At some point in my life I took the tedious steps to being a responsible parent, well, some of them anyway. First we got life insurance. Whenever I point out that my husband is worth way more dead than alive, I’m quick to mention that all of that money would be necessary to deal with the depths of my despair because I love him so dearly. I’d need all of my girlfriends with me for a good month on a tropical island with a spa handy, you know, in the name of grief. Then we wrote a will. Then we took the necessary step of creating a special needs trust for Aidan. This keeps his inheritance from looking like income, which would then negate the benefits he would receive from the state.
I thought we were done. Then I realized how much information I have in my head. My sister will be raising our boys in the case of Garreth and I both dying. She has certainly spent enough time with them both to know and love them well. However, there are just so many details to caring for Aidan. She’s smart enough to figure them out (after she gets back from grieving on a tropical island with both my and Garreth’s life insurance) but why reinvent the wheel? So I wrote them down in a Letter of Intent. I update it every year as Aidan is constantly changing. It starts with a very general philosophy that we would want her to implement:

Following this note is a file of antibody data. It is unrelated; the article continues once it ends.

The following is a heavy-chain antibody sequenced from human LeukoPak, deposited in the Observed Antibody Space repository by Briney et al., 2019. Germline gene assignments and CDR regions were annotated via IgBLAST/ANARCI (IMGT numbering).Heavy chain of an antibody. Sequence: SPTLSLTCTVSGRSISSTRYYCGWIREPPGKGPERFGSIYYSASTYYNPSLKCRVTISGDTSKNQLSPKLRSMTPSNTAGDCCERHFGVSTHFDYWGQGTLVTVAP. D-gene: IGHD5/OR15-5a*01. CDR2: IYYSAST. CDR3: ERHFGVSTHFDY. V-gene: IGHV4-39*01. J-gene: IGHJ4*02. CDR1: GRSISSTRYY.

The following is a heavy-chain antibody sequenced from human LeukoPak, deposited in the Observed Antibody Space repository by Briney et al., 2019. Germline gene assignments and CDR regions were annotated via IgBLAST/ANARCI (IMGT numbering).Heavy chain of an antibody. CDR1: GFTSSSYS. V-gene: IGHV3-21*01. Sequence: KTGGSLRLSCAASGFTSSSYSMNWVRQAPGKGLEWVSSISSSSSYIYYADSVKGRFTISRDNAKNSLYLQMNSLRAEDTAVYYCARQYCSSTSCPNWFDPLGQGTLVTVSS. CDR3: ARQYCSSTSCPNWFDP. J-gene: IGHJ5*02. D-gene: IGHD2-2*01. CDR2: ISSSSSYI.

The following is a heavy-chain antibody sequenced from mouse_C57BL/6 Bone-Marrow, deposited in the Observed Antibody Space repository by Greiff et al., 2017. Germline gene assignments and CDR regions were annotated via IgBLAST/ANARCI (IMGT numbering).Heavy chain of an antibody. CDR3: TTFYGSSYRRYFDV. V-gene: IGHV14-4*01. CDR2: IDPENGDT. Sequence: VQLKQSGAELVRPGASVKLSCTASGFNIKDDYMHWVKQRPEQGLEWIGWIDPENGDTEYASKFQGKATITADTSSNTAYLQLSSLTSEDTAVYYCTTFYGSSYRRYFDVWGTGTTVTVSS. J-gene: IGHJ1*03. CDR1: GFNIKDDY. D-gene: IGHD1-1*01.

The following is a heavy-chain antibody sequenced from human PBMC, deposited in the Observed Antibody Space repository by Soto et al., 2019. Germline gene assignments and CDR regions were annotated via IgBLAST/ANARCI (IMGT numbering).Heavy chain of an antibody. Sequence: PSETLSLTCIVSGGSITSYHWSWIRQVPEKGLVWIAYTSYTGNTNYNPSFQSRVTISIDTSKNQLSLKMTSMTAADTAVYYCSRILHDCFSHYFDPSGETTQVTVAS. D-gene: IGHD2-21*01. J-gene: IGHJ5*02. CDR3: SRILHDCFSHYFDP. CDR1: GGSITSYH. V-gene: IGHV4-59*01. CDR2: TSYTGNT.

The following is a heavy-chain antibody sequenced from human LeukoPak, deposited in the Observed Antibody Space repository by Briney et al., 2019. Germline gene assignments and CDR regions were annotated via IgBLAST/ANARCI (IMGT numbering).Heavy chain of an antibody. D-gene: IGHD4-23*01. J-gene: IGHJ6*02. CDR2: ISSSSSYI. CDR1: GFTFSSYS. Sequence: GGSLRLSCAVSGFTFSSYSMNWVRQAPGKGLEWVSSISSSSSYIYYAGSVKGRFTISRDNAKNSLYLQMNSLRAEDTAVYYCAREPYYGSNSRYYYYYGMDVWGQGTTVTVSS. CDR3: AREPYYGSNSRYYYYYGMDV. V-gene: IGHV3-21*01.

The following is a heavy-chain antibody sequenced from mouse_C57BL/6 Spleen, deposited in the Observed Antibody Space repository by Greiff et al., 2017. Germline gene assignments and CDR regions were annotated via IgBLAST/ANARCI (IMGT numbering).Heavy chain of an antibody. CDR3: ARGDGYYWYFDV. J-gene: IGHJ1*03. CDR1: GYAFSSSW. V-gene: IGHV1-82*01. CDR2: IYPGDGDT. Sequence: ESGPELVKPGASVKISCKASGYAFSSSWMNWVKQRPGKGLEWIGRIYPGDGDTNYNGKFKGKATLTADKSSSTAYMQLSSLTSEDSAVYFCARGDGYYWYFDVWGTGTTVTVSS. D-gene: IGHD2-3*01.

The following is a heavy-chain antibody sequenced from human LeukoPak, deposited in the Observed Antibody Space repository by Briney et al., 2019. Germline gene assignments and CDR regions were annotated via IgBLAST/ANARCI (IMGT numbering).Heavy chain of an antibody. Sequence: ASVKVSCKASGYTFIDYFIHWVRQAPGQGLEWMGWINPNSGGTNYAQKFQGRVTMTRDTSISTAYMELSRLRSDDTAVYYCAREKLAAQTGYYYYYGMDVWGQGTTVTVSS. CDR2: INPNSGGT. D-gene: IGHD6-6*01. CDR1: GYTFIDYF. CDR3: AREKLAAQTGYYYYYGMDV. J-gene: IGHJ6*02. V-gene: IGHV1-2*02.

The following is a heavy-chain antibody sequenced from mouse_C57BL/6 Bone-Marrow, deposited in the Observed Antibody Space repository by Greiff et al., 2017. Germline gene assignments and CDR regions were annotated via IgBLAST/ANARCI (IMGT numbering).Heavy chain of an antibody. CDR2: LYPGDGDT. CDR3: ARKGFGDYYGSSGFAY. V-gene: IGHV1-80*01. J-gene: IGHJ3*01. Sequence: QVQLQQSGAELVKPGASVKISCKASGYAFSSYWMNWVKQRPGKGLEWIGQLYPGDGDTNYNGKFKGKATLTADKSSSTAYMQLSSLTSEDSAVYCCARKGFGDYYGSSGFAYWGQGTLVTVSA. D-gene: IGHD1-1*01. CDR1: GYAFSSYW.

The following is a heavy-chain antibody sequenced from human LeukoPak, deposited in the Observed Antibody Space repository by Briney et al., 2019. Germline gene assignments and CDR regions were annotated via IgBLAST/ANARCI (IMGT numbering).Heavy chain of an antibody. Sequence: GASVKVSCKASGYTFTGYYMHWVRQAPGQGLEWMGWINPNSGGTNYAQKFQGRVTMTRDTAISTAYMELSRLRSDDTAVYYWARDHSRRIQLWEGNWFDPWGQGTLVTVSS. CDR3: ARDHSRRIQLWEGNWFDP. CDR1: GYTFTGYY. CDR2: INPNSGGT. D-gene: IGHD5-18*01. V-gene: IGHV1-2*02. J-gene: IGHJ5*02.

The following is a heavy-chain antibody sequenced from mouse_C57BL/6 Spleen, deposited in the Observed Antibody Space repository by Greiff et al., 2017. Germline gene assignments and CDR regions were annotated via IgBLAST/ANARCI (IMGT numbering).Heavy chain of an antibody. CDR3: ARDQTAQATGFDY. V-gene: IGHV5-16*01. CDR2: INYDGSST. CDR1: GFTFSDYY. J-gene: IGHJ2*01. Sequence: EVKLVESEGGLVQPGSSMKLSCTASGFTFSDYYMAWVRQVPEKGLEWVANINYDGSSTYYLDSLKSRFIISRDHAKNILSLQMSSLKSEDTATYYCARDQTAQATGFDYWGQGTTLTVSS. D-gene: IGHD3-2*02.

Letter of Intent
It is our intent that Aidan be raised as a contributing part of your loving and fun family. While he requires additional physical and emotional energy and a greater level of advocacy, we want him to fully experience the joy of being a kid. The value of being included in family, school and life at large is worth risks that any other kid would face.
This reinforces 3 things we believe:
1.Aidan is a contributor, giver, full participant. They would be blessed to have him in their family as he’s not just a life-sucking force.
2.Sometimes he’s a life-sucking force that will drain and threaten to deplete them. He requires more, and my sister and her husband would need to learn a ton about balance and putting on their own oxygen masks first.
3.We’ve given them permission to take risks (though my sister hardly needs that as she’s an adventuresome extravert). I obviously trust them with his safety but wanted to caution them against playing it too safe. Aidan should live life fully, even if it means some bumps and bruises.
I go on to give details in the following categories because they’re pertinent to Aidan’s care:
Temperament; Communication; Eating; Clothing; Sleeping; Bathing; Toileting;
Seizures; Health; Wheelchair
I end with tons of contact information – doctors, special educators and therapists, friends in the field or who know him well.
So do you have anything like this for your child with special needs? Have I forgotten anything?
Shared at Women Living Well